Cosby was accused of drugging and molesting Andrea Constand, the former Temple University employee at his estate in 2004.
Cosby was discharged and acquitted by the court in the first trial. About an hour into the sixth day of deliberations in the first trial, Judge Steven O’Neill declared that the jury of seven men and five women were hopelessly deadlocked in a legal battle.
In the second trial, Andrea Constand said Cosby gave her three blue pills at his home in suburban Philadelphia in January 2004 when she was director of operations for the women’s basketball team at Temple University, where Mr. Cosby was a trustee.
She added that her legs became rubbery and that Mr. Cosby helped her to a couch where he penetrated her with his fingers as she lost consciousness. She said: “I was weak. I was limp, and I just could not fight him off.”
Why Bill Cosby was found guilty in the second trial
Cosby was actually found guilty in the second trial because unlike the first trial, 5 of the accusers were allowed to testify at the second trial, and their testimony unquestionably had a significant impact on the verdict. Judge Steven O’Neill believes that Cosby had done it in the past. Therefore, he must have done it again this time.
The women gathered together and said in a press conference that this verdict is not just a victory for only Andrea Constand, but a victory for all women who have gone through this.
The comedian and actor in his 80s then faced as many as 10 years in prison for each of the three counts. However, the sentences could be served concurrently.
After Judge Steven O’Neill discharged the jury, Montgomery County District Attorney, Kevin Steele, asked to have Mr. Cosby’s $1 million bail revoked, saying he was a flight risk and owned a private plane.
The judge did not approve his request because Cosby had already surrendered his passport and attended every hearing.
Although Cosby maintained that his contact with Constand was consensual, he was convicted based on two major factors which are:
1. The verbal testimony of 5 other accusers who were not allowed to testify in the first trial.
2. Cosby’s admission in his deposition that he had given quaaludes to women before having fun with them in the past decades.
However, Cosby’s attorney, Thomas Mesereau, said he was disappointed with the verdict and planned to appeal.
Why Cosby’s conviction was overturned
Bill Cosby was released from prison after the Pennsylvania Supreme Court overturned his indecent assault conviction. Cosby was freed based on the prior agreement that barred him from being prosecuted in the case.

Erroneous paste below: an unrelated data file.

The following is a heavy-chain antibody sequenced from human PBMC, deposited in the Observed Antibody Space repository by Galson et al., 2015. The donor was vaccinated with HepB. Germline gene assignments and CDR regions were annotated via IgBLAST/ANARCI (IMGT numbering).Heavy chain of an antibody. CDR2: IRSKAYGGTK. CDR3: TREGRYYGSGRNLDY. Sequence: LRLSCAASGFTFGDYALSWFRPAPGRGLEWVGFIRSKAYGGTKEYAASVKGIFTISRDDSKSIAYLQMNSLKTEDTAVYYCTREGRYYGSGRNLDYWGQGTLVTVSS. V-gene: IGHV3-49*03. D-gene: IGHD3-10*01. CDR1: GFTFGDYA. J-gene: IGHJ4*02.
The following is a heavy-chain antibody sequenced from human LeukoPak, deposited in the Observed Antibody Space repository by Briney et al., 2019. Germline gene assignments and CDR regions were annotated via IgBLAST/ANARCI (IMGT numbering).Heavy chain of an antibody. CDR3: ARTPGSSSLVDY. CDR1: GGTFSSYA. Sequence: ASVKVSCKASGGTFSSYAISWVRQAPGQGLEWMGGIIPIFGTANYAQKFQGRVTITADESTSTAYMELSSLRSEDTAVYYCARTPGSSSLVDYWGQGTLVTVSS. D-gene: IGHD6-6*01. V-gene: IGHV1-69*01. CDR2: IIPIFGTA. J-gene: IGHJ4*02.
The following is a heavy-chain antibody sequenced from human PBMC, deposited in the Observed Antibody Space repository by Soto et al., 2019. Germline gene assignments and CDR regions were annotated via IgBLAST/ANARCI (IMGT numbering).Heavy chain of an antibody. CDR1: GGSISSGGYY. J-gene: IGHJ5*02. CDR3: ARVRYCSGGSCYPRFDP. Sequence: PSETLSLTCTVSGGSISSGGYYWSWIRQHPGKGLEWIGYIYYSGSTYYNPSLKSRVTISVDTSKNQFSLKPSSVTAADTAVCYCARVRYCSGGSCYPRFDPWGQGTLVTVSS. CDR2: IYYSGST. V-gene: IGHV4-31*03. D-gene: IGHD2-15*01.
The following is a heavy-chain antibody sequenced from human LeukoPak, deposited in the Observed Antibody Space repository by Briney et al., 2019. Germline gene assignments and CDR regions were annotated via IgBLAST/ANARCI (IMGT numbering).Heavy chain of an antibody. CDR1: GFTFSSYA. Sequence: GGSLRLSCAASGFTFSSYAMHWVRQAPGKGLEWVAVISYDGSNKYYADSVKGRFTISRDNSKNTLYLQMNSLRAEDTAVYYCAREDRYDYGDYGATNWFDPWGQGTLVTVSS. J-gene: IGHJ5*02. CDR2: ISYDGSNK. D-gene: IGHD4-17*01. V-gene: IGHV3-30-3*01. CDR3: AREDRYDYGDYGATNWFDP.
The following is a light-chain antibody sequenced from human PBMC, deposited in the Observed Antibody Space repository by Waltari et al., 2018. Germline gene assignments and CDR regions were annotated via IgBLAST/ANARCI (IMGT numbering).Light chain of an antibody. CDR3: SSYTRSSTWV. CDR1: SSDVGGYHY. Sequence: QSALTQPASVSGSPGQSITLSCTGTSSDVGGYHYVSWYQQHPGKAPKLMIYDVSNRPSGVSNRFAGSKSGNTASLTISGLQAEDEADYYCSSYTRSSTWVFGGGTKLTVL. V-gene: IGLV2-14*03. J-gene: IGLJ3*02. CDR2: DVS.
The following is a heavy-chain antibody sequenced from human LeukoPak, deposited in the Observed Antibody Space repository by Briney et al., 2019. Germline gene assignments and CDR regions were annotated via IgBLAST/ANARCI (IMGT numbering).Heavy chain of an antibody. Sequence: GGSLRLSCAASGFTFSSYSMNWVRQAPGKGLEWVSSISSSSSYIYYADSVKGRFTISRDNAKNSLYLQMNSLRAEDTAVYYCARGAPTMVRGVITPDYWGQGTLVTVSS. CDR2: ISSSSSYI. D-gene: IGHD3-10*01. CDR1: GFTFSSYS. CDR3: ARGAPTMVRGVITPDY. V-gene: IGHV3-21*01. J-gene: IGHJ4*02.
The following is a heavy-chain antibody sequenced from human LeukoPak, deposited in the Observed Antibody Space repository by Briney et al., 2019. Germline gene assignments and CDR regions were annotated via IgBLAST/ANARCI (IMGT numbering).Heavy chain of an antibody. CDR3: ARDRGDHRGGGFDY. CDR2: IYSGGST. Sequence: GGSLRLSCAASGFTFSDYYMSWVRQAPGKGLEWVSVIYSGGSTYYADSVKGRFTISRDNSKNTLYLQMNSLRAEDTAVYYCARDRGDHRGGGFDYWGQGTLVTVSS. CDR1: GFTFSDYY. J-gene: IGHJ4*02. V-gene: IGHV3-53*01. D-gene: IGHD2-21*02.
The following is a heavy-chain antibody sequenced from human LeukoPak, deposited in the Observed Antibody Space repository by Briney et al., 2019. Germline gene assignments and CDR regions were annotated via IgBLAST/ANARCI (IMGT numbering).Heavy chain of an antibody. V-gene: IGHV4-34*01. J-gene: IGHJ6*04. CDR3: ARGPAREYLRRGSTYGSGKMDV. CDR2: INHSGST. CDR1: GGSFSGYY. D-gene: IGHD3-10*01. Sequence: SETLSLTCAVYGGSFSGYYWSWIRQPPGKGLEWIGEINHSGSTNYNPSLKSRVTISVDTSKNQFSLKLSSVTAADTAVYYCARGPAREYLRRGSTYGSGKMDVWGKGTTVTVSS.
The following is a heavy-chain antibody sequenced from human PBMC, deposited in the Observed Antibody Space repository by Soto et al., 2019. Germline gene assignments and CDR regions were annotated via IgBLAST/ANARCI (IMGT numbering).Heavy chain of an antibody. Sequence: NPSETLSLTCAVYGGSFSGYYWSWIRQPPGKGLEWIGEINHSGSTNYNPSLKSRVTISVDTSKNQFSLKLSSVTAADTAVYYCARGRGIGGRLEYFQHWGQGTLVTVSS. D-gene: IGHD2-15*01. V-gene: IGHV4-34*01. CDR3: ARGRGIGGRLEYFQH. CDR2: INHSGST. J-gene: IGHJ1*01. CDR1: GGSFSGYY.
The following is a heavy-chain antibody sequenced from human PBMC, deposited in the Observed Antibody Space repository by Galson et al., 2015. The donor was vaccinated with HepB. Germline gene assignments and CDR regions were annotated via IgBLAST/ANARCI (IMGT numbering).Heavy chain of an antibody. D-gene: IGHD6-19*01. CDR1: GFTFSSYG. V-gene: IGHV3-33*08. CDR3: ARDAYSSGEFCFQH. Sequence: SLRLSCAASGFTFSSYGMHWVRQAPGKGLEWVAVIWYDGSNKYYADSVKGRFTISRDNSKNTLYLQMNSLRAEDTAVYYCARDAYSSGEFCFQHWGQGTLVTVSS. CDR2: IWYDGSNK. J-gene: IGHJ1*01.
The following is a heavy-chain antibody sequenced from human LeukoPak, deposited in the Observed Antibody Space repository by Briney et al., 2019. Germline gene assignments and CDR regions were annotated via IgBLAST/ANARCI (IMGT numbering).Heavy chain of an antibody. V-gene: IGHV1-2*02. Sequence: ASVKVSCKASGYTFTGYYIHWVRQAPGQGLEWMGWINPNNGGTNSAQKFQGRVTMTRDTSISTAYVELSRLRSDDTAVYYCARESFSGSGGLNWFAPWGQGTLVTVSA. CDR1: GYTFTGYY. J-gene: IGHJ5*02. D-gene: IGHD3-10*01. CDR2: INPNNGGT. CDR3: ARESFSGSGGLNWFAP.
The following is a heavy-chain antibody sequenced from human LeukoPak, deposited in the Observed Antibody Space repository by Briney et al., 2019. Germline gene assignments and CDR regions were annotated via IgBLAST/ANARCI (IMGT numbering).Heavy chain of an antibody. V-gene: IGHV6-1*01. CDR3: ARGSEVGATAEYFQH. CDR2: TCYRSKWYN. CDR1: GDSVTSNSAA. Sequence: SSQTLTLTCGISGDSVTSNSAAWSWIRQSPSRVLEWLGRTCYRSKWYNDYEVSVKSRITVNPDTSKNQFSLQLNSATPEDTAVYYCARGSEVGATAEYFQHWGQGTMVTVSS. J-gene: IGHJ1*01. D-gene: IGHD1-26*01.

The state’s highest court tossed Cosby’s conviction based on the fact that Cosby had immunity in the case and the immunity bars him from being charged.
The judge who later discharged Cosby said that prosecutors violated Mr. Cosby’s rights by reneging on an apparent promise not to charge him. If someone is given immunity due to one reason or the other, the immunity must be adhered to by any court of law.
Cosby had an agreement with a prior prosecutor that would have prevented him from being criminally charged in the case, but this agreement was ignored by the judge who sent Cosby to prison.
A written agreement by the previous Montgomery County prosecutor, Bruce Castor, said that he would not criminally prosecute Cosby in the Constand case.
Castor testified that while he was district attorney, he promised not to file criminal charges against Cosby if he would testify in a civil lawsuit that was filed by Constand in 2005. Cosby agreed.
Bruce L. Castor Jr, the former county’s district attorney was convinced that the prosecution would have trouble corroborating forensic evidence without Cosby confessing to the alleged charges.
Cosby testified during four days of depositions by Constand’s attorneys, and the civil suit was settled for more than $3 million in 2006.
Criminal charges were brought in again in 2015 by Steele, who succeeded Castor as the county’s district attorney. It was the same Castor who represented former President Donald Trump in his second impeachment trial.
Furthermore, Bill Cosby who was sentenced in 2018, was charged in 2015. He was arrested just days before the 12-year statute of limitations expired.
This led to the question of whether his arrest, charges, and conviction were politically or racially motivated.
The 83-year-old comedian was released after serving two years into a three-to-10-year prison term. The new ruling bars any retrial in the case.
According to Justice David Norman Wecht, “We hold that when a prosecutor makes an unconditional promise of non-prosecution, and when the defendant relies upon that guarantee to the detriment of his constitutional right not to testify, the principle of fundamental fairness that undergirds due process of law in our criminal justice system demands that the promise be enforced,”
Cosby’s spokesman Andrew Wyatt, “We want to thank the Pennsylvania Supreme Court. This is what we have been fighting for and this is justice and justice for black America.”
“This is the justice Mr. Cosby has been fighting for. They saw the light. He was given a deal, and he had immunity. He should have never been charged.”
After Cosby’s acquittal, Mr. Castor said “I was right back in 2005, and I’m right in 2021,” Mr. Castor said. “I’m proud of our Supreme Court for having the courage to make an unpopular decision.”
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